—In crowds and when photographing from a distance, do you best to avoid taking and sharing photographs that you’re confident would make your subjects uncomfortable. (Ask yourself if you would want the wide world to see you doing X.)

Protect the Vulnerable

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—Be wary when you are invited to tour an orphanage or visit a slum. Sadly, there are many organizations and institutions which profit from the exploitation of poverty. Research any and all organizations you choose to support thoroughly before handing over your money or visiting a vulnerable community.

—Do not give money to beggars—instead, give (money, supplies, or your time) to reputable local organizations which help the poor help themselves.

—Avoid bars and other businesses which make their money from the sexual exploitation of local women. “Bar girls” and other sex workers you’ll encounter in third world countries are frequently forced into sex work by a combination of cultural and economic oppressions which negate the idea that she is acting freely when “choosing” this line of work. (Often, girls who are recruited from country villages come to the city to be “waitresses” are completely unaware what they are signing up for—and by the time they find out, they have incurred “debts,” which they must work off if they want to leave.)

—Avoid zoos and other attractions where the welfare of the animals is not paramount (in SE Asia, for example, beware of Tiger Temples). 

Think Green

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—Avoid participating in activities which harm local environments. Bali’s Full-Moon Parties for example, have become infamous for trashing the beaches and adjacent oceans where they are held. Instead, book tours and activities which are eco-friendly and socially responsible.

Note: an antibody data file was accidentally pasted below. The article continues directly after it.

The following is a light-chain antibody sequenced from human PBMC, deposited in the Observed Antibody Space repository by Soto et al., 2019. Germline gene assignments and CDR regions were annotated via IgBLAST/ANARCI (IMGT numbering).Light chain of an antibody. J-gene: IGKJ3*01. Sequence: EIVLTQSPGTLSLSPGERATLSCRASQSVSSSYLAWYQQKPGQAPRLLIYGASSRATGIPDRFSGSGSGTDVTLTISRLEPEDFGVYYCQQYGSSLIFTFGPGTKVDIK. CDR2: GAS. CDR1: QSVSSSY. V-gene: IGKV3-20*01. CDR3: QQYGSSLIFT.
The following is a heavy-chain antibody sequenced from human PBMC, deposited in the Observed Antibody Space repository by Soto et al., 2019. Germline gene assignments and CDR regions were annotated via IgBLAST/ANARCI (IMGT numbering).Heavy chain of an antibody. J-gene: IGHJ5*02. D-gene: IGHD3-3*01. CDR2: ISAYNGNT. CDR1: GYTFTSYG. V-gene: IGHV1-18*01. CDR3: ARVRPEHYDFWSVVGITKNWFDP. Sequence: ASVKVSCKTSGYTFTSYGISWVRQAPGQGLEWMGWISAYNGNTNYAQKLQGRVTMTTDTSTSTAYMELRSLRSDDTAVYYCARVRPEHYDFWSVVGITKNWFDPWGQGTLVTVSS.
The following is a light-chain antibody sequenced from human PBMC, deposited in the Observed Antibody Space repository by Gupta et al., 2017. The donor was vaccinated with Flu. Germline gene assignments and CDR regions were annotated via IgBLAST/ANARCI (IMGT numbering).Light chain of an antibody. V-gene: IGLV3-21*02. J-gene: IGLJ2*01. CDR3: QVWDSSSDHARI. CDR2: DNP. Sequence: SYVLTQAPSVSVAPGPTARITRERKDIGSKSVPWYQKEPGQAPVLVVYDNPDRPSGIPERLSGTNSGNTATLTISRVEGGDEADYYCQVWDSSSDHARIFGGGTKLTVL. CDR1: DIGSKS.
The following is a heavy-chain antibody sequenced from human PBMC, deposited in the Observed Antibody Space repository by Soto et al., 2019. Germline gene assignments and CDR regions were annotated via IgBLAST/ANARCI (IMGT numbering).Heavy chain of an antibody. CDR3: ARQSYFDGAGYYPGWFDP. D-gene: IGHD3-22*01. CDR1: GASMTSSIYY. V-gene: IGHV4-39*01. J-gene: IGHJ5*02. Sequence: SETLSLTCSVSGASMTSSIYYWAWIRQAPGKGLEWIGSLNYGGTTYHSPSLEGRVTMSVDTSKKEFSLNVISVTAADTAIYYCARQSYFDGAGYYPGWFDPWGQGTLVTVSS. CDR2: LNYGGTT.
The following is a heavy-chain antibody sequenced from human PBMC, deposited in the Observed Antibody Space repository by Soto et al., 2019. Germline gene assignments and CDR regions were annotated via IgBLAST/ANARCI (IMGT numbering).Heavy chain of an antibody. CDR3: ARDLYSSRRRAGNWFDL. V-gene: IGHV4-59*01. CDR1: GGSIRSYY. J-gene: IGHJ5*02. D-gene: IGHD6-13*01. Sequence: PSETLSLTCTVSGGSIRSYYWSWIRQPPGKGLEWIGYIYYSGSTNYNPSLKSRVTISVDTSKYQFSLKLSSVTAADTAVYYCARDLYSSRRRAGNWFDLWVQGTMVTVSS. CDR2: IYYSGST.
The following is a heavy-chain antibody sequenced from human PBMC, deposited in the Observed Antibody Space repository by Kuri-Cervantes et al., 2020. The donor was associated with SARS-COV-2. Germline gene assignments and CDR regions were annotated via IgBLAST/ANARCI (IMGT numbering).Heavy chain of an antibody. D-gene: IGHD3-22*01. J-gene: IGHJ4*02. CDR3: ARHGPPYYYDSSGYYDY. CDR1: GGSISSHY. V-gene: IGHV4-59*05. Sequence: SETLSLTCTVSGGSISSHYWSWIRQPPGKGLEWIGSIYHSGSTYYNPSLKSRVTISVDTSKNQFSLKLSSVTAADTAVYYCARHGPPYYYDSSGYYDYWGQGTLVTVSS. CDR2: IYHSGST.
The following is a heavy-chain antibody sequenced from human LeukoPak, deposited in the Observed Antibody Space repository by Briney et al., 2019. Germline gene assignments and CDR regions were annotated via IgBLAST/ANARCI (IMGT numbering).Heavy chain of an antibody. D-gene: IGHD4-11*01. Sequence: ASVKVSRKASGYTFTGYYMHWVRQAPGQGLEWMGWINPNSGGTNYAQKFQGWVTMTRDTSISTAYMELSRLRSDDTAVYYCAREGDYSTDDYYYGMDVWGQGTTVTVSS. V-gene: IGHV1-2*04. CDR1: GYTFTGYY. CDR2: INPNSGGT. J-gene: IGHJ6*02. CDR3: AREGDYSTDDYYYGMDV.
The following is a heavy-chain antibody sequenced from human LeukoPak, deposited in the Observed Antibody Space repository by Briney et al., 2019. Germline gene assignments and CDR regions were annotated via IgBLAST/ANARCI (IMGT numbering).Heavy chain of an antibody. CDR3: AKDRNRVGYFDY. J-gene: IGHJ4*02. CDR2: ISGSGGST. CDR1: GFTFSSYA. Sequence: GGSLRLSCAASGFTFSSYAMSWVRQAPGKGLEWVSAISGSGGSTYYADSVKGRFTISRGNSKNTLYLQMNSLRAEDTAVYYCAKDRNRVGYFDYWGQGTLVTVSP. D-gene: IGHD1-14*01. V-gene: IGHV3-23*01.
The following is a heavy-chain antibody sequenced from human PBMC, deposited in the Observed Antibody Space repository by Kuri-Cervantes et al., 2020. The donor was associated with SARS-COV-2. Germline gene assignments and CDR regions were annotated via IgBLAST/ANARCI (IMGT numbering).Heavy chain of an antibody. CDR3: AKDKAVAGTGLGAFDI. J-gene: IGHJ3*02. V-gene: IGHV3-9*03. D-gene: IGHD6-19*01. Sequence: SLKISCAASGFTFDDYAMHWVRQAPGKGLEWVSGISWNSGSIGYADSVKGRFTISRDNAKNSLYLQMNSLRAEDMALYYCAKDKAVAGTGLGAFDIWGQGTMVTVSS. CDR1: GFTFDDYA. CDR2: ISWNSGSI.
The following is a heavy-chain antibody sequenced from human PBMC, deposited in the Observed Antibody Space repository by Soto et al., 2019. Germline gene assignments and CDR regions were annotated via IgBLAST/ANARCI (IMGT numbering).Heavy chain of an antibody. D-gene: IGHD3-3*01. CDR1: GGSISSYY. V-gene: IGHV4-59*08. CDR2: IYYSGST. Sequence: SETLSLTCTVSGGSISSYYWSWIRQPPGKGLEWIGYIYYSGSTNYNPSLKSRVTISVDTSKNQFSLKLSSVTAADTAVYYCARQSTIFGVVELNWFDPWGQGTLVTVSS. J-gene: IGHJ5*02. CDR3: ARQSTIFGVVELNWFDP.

—Make use of reusable water bottles and utensils to minimize plastic waste.

—Dispose of trash and cigarette butts properly and recycle whenever possible.

—Use public transportation, or, better still, walk or bike around your destination.

Spend Wisely

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—Spend your dollars at locally-owned accommodations, restaurants, and stores. Book locally owned-and-operated tours and activities. Also, spread your spending out, if possible, amongst a variety of these businesses.

—Support local artisans and businesses which give back to their communities (for example, businesses which buy locally-produced food and drink, which support local charities, which hire local staff and pay fair wages.) 

—Avoid businesses which make use of child labor. There is, of course, a difference between a child helping his or her parents in a non-strenuous capacity in a family business environment and exploitive child labor. That being said, if a child’s education is being sacrificed in order that they can be put to work, that is a harmful situation. To report an abusive child labor situation, go to www.interpol.org or go to www.thinkchildsafe.org for lists of local hotlines (listed by country).

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Ultimately, remember, when you are traveling you are a guest in someone else’s house. Be sensitive and respectful, and you’ll find it’s easy for you to be a good neighbor wherever you go!